Higher yields on savings
Local banks often charge lower fees on checking accounts and offer high-yield checking accounts with interest rates of up to 4 percent. The amount you can deposit might be capped at $10,000 to $50,000, though, and you generally must set up direct deposit, make 10 or more debit transactions per month, and manage your account online. Find banks offering those accounts at CheckingFinder.com.
Community banks and credit unions might be less likely to take a cookie-cutter approach in evaluating borrowers for mortgages, auto loans, and personal loans. Local banks that avoided exotic subprime mortgages might have solid balance sheets and offer low-rate mortgages and refinancing. They could also be more flexible in lending to people with blemished credit scores.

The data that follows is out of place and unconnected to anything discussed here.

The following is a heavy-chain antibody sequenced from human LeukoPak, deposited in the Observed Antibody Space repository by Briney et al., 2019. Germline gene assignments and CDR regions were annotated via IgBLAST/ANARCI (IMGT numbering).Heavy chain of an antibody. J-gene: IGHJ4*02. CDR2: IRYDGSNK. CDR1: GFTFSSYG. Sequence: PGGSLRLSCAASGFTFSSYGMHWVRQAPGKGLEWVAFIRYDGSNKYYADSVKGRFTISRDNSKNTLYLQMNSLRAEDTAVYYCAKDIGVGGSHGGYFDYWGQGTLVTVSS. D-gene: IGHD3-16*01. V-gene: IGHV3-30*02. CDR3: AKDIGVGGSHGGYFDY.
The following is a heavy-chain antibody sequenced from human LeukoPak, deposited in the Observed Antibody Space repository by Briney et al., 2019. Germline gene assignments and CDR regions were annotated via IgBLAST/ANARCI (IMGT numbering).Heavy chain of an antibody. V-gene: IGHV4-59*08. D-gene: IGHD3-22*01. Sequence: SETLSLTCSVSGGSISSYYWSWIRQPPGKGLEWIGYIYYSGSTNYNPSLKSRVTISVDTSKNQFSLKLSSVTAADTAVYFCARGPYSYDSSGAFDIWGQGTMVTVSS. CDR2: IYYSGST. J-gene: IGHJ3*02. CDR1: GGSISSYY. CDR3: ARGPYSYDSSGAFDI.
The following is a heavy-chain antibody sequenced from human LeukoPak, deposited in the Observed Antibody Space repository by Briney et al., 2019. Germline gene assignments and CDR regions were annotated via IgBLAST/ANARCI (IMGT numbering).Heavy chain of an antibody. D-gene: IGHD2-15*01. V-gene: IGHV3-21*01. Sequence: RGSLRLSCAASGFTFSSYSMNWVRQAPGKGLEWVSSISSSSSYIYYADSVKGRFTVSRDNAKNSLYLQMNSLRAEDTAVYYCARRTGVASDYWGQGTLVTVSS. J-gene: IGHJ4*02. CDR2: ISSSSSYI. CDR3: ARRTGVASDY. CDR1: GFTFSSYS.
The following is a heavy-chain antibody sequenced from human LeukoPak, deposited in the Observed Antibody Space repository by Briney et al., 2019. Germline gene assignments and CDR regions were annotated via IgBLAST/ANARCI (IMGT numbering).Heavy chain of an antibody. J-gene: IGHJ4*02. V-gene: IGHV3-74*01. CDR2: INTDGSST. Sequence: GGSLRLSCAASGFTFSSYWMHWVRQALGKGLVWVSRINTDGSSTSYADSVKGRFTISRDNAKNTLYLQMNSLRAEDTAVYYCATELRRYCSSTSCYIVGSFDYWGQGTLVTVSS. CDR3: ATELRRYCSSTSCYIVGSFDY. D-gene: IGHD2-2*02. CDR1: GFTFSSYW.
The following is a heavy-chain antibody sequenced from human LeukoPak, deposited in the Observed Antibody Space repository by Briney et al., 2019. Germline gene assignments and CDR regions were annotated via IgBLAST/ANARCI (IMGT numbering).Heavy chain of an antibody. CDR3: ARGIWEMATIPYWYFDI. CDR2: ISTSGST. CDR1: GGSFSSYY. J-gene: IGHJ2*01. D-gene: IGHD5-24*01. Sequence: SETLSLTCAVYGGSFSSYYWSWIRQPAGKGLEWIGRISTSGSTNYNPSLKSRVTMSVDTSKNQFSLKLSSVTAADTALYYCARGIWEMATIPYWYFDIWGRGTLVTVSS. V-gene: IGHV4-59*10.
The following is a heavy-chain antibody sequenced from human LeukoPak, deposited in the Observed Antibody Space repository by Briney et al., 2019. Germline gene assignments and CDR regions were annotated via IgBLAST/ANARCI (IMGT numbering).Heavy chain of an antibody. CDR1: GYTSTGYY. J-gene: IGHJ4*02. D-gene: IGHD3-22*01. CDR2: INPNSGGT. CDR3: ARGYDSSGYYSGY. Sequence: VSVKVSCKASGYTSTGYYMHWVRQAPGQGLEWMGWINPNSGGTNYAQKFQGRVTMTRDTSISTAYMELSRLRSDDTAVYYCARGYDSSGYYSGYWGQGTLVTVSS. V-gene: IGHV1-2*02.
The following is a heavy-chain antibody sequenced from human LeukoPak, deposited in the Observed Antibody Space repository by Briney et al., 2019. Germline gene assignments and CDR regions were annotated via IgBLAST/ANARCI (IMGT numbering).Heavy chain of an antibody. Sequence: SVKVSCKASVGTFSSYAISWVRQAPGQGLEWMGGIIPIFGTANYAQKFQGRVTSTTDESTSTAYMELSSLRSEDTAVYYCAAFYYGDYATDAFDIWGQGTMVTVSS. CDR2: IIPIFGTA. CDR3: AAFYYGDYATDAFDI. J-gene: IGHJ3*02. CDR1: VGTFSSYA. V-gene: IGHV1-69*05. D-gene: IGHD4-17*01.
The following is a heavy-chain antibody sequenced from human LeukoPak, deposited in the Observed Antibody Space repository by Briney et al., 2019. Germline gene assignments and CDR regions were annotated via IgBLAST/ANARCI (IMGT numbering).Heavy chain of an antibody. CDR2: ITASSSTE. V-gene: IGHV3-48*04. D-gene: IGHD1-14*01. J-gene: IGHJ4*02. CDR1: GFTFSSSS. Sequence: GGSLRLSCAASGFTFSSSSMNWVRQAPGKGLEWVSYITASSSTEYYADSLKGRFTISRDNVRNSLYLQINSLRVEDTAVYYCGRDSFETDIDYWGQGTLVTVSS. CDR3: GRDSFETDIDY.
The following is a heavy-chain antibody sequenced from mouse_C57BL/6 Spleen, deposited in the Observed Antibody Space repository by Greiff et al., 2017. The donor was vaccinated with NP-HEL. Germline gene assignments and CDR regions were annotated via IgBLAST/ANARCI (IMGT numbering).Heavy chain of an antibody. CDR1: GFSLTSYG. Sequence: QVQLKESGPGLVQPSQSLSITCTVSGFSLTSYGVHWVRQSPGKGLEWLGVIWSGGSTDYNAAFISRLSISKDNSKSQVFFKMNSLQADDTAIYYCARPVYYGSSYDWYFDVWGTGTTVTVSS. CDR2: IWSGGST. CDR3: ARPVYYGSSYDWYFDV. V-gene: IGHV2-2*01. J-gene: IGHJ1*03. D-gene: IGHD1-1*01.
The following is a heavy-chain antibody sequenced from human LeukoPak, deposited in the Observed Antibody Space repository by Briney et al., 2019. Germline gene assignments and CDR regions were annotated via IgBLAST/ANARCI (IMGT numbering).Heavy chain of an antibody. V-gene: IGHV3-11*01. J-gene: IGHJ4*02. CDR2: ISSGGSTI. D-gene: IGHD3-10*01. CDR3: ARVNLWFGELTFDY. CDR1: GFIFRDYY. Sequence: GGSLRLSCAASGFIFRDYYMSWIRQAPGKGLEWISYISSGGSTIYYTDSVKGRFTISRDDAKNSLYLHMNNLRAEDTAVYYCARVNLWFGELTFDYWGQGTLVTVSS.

If you're sold on moving your money, look for a small bank at www.moveyourmoney.info/find-a-bank. Also go to www.creditunion.coop/cu_locator or www.findacreditunion.com. Qualifying for credit unions is easier than it used to be. For instance, you can join the Pentagon Federal Credit Union, which offers good credit cards and low-interest loans, by donating $20 to the National Military Family Association.
Be sure your chosen bank is covered by federal deposit insurance (go to www.fdic.gov/edie) and is financially strong (see Bankrate.com's Safe & Sound Ratings). If you use direct deposit or automatic bill payment, see whether the new bank offers a switch kit to transfer all your accounts.